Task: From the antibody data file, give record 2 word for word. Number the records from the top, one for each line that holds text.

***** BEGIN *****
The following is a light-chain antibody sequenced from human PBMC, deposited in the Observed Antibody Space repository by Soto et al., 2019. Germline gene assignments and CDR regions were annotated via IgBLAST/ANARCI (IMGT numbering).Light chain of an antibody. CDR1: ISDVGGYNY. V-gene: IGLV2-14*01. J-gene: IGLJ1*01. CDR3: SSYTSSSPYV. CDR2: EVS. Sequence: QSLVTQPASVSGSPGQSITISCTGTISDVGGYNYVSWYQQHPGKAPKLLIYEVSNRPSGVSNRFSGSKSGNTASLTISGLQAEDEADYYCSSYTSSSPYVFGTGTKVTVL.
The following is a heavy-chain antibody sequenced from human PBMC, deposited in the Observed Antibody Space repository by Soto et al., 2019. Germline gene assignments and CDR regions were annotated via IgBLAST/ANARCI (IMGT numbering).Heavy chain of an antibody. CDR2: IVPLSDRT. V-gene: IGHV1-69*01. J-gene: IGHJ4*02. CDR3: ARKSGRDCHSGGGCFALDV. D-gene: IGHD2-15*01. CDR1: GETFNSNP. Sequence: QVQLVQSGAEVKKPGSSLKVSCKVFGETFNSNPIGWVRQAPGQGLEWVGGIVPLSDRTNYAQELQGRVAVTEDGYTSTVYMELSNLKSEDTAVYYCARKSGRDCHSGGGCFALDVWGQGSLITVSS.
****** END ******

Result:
The following is a heavy-chain antibody sequenced from human PBMC, deposited in the Observed Antibody Space repository by Soto et al., 2019. Germline gene assignments and CDR regions were annotated via IgBLAST/ANARCI (IMGT numbering).Heavy chain of an antibody. CDR2: IVPLSDRT. V-gene: IGHV1-69*01. J-gene: IGHJ4*02. CDR3: ARKSGRDCHSGGGCFALDV. D-gene: IGHD2-15*01. CDR1: GETFNSNP. Sequence: QVQLVQSGAEVKKPGSSLKVSCKVFGETFNSNPIGWVRQAPGQGLEWVGGIVPLSDRTNYAQELQGRVAVTEDGYTSTVYMELSNLKSEDTAVYYCARKSGRDCHSGGGCFALDVWGQGSLITVSS.